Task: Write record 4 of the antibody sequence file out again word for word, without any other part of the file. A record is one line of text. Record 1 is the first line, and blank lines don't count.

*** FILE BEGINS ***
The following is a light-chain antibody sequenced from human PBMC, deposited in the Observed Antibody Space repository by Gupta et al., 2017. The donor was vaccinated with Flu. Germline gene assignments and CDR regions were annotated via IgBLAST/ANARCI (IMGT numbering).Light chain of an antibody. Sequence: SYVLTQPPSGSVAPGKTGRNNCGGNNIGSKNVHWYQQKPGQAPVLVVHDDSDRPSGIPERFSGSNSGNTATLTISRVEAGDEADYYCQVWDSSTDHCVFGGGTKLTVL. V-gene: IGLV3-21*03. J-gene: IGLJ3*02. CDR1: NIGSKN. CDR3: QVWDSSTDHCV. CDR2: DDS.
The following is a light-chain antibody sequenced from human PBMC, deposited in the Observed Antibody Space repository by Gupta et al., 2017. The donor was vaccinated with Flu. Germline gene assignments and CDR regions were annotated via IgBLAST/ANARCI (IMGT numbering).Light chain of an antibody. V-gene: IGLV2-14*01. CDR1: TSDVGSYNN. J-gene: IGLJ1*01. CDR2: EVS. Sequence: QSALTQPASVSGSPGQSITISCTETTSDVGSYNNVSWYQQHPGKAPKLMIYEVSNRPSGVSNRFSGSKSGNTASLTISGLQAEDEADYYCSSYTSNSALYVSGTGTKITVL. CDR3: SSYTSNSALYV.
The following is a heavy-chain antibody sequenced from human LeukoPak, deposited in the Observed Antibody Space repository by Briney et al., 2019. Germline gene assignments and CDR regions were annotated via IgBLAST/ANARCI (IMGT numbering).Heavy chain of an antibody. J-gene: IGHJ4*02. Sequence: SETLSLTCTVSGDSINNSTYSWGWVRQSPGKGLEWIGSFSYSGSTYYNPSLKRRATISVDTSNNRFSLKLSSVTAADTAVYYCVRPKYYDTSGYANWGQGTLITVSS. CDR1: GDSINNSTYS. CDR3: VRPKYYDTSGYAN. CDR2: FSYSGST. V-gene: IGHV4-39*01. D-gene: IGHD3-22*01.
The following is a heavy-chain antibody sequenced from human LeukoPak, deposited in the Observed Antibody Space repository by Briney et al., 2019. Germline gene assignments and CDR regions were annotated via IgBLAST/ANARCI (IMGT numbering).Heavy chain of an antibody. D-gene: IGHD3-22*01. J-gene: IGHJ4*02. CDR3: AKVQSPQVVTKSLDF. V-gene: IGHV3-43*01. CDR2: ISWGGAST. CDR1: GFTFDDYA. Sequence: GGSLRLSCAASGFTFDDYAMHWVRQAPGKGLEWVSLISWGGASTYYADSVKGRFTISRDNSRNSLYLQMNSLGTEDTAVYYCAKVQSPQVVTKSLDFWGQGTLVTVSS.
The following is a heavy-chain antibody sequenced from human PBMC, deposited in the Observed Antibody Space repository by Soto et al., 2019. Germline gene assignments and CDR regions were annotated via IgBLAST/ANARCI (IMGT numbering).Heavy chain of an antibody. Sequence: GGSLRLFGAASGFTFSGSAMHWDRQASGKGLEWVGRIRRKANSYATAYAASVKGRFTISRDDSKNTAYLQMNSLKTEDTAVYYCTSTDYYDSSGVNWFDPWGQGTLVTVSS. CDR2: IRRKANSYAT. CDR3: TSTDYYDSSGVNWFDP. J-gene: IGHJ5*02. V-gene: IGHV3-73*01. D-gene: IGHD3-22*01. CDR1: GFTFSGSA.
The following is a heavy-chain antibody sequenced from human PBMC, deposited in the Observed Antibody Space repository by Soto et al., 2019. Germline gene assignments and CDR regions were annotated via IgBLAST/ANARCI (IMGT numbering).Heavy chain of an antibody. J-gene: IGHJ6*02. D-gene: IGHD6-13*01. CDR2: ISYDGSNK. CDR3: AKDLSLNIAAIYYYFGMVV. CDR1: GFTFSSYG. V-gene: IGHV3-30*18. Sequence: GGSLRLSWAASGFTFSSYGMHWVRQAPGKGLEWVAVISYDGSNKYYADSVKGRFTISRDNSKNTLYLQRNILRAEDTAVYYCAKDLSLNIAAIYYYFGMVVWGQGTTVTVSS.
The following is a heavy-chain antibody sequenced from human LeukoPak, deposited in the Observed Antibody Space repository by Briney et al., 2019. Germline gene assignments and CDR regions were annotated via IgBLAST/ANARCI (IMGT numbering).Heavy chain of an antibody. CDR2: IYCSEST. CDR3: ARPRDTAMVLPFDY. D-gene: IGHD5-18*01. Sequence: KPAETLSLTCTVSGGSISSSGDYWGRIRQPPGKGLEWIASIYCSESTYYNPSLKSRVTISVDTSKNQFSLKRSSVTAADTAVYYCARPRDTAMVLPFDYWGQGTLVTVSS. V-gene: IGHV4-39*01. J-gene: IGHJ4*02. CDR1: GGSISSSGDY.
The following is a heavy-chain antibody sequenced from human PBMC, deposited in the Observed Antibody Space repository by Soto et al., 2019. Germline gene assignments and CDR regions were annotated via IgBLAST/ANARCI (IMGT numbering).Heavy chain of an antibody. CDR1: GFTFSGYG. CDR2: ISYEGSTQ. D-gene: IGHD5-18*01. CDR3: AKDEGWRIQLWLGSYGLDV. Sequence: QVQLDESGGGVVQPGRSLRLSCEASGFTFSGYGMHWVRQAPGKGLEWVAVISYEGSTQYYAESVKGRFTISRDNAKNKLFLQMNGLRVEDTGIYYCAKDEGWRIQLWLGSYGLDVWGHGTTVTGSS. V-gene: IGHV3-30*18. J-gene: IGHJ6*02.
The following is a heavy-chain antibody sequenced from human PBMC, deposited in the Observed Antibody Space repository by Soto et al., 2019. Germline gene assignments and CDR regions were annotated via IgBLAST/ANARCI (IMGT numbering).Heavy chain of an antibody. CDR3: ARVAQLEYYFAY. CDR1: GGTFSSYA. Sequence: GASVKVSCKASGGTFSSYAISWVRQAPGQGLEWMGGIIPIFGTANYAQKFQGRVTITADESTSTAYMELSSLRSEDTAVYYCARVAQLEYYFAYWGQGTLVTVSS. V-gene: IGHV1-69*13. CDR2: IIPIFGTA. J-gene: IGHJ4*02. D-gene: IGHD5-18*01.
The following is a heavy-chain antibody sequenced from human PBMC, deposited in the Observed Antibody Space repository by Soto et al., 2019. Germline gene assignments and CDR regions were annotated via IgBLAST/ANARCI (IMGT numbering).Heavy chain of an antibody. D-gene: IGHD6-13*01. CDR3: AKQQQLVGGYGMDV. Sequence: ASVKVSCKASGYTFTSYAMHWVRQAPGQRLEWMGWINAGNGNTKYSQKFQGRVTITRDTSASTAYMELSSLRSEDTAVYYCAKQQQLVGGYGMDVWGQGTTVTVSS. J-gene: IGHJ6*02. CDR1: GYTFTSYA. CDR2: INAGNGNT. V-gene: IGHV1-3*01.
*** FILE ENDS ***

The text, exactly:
The following is a heavy-chain antibody sequenced from human LeukoPak, deposited in the Observed Antibody Space repository by Briney et al., 2019. Germline gene assignments and CDR regions were annotated via IgBLAST/ANARCI (IMGT numbering).Heavy chain of an antibody. D-gene: IGHD3-22*01. J-gene: IGHJ4*02. CDR3: AKVQSPQVVTKSLDF. V-gene: IGHV3-43*01. CDR2: ISWGGAST. CDR1: GFTFDDYA. Sequence: GGSLRLSCAASGFTFDDYAMHWVRQAPGKGLEWVSLISWGGASTYYADSVKGRFTISRDNSRNSLYLQMNSLGTEDTAVYYCAKVQSPQVVTKSLDFWGQGTLVTVSS.